I'm hooked on SBS's new dating series, Undressed - the show where strangers meet and undress each other immediately, getting to know each other on a bed (it’s awkward but entertaining viewing) - promoting diverse dating and casts people with disability.
In episode three, Johnny, a process worker from Bendigo (who has a disability - he's deaf) and Charlotte, a restaurant manager from Melbourne, are paired. Virginia Gay's sultry voiceover tells us they've both faced big challenges and are looking for an understanding partner.
Initially they're a great match. Charlotte recently lost a lot of weight. She likes "skinny, fit guys covered in tattoos" - and Johnny fits the bill. She says Johnny has a nice body and especially likes that he's covered in tattoos. Meanwhile, Johnny's looking for someone adorable and gorgeous that he can have fun with. He says he loves Charlotte's hair and smile.
People often think about how our disability will inconvenience them, rather than even considering whether a relationship will work.
Attracted to each other's bodies: tick!
Johnny and Charlotte's initial discussions show they've both experienced bullying throughout their lives. Charlotte felt relieved to talk to someone who's been through what she has.
Empathy and similar life experience: tick!
Then, the love bubble bursts.
Charlotte felt uncomfortable with the massage, it appears, and doesn’t want to kiss him. But then, she does kiss him, for which Johnny gave her a nine out of 10. Charlotte's apprehension and discomfort is understandable because it's being filmed for TV, but it might also be because of Johnny's disability.
Johnny revealed he wanted to see Charlotte again. Charlotte didn't. She laughed and said she's sorry for saying no.
"It feels like everyone will think I'm an arsehole but I want to say no," she tells the camera.
I wondered why. Was it Johnny's disability? I bet he felt that was the reason. Even though he fit her criteria, 30 minutes was enough for her to know she didn't want to see him again.
I empathised, sighing at the reality that no matter how nice, attractive, funny and smart we are, our disability is often the deal breaker. To find out whether other people feel the same, I spoke with Jarrod Marrinon, who is a wheelchair user, about his dating experiences.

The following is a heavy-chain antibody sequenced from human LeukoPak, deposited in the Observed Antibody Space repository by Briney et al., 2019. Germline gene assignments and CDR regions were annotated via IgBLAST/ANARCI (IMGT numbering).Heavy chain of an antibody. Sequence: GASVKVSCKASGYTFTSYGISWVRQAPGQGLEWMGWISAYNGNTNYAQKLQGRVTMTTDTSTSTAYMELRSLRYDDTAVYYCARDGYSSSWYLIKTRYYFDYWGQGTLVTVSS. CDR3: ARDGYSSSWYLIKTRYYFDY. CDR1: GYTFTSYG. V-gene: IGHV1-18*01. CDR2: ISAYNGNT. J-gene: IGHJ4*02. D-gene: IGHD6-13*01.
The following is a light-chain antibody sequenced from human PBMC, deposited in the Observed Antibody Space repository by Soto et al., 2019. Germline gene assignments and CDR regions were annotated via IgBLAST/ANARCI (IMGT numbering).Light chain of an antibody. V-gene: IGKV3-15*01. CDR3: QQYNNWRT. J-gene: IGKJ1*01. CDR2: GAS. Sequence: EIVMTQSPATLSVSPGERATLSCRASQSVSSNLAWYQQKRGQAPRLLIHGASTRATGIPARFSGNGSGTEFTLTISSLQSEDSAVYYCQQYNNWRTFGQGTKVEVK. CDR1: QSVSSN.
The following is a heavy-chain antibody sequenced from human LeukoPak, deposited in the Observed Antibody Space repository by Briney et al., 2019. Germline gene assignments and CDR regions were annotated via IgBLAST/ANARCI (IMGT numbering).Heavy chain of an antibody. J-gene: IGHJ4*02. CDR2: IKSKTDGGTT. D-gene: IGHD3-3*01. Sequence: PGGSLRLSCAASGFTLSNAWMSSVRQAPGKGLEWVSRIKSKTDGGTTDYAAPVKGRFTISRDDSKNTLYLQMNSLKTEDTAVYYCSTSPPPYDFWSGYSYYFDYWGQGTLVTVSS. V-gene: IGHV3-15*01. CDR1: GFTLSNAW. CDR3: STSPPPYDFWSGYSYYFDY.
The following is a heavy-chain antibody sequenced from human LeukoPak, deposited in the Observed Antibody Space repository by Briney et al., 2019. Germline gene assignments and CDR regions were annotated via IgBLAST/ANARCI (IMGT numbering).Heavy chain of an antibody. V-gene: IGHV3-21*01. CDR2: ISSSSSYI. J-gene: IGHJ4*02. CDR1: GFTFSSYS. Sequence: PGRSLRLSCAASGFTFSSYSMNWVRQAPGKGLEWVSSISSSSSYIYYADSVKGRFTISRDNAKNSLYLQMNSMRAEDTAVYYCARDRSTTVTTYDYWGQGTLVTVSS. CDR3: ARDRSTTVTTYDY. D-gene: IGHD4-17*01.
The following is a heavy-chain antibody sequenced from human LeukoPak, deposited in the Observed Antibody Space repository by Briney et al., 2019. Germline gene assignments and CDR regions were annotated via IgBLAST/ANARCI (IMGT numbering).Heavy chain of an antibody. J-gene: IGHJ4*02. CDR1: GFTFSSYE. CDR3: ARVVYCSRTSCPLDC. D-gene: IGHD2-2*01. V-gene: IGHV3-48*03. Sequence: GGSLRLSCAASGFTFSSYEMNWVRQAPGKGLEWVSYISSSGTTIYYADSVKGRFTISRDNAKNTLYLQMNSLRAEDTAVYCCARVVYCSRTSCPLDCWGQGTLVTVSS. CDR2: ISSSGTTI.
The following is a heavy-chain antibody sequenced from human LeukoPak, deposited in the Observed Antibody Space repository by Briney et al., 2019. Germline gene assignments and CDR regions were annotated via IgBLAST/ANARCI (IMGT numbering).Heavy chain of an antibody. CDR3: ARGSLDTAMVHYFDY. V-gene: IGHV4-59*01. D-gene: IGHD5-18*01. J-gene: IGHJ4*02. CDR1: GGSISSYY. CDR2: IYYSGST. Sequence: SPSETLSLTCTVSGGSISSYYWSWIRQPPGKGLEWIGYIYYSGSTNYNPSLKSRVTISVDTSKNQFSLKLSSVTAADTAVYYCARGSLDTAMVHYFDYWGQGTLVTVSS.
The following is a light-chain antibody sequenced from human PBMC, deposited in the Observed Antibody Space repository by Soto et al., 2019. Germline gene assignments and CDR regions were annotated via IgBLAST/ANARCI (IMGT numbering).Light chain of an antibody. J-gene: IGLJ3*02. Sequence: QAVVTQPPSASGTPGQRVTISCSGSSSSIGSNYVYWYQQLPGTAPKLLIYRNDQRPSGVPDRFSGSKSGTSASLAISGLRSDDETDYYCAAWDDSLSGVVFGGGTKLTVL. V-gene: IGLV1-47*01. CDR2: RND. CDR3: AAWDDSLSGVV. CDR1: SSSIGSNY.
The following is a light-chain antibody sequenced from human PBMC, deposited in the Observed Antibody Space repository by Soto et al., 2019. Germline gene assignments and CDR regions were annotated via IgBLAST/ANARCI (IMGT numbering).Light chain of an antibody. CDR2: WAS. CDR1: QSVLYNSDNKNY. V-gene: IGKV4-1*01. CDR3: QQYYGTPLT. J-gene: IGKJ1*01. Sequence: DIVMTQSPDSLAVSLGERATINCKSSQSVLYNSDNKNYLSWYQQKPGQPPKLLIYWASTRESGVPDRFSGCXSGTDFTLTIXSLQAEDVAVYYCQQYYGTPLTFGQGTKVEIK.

"I used to have a Grindr, Tinder and any other ‘R’ account you can think of. Lots of people were up for chatting to me, seeing me naked (via sending pictures) but when it came to dates and hook ups in person, the conversation suddenly came to a halt", Marrinon says.
"Jarrod, I have two kids and work full-time. How are you even going to run me a bath and massage my back?”
"Once, I was talking to this lady online for a good three months and when I asked her where she thought this was going and if she would consider taking it further, her response was a bit shocking. "Jarrod, I have two kids and work full-time. How are you even going to run me a bath and massage my back?”
People often think about how our disability will inconvenience them, rather than even considering whether a relationship will work. I dated a guy who told me he wasn't comfortable with me writing and speaking about my disability so publicly. Maybe he thought I shouldn't class it as part of my identity. Over dinner, he told me he'd kill himself if he was born with an appearance like mine.
But Marrinon tells me that it's not always so hard. Sometimes, she says, it’s easier to date other people with disability.
"When you date someone like you, you have a more relaxed conversation around your disability or difference."
But there are still challenges. "When dating a person with a disability, while having a disability, and both having physical attributes that affect [your] bodies, you have to think and then talk about logistics. What would sex look like? Will you be able to sexually express yourself the way you wish? All of these have come up for me and it can be really had to work through."
In February 2016, Scope, a UK based disability charity, ran a poll asking 500 people if they'd ever dated a person with disability. Just over five per cent said they had. Furthermore, previous research from Scope found eight out of 10 respondents had never invited a disabled person on a social outing, and almost half of the British public had never spoken to a disabled person. I expect this would be similar for Australians. It's no wonder dating for people with a disability is so hard!
While Jarrod is happily planning is wedding now, he thinks back to the many times he's been rejected. "I would be lying if I thought my disability didn't play some part in the rejection."
He's not sure if people should be more honest about disability being a factor in rejection, or not. "I feel like if you can be nice about it by not being completely honest then that's okay," he said. "Plus, if they are rejecting me because of my disability, they really aren't worth it."
Just like unconscious bias comes into play when hiring an employee, it comes into play when dating. No one explicitly says why you're not suitable for the job or a relationship, but we can tell our disability is a factor.
I wish Johnny and Charlotte all the best for future relationships.
Carly Findlay is a proud disabled woman. She's a writer, speaker and appearance activist. Find @carlyfindlay on Twitter.
Undressed airs weekly from Monday 16 January at 9.30pm on SBS. Join the conversation: #Undressed. Catch-up on episodes online via SBS On Demand here or watch Johnny and Charlotte below: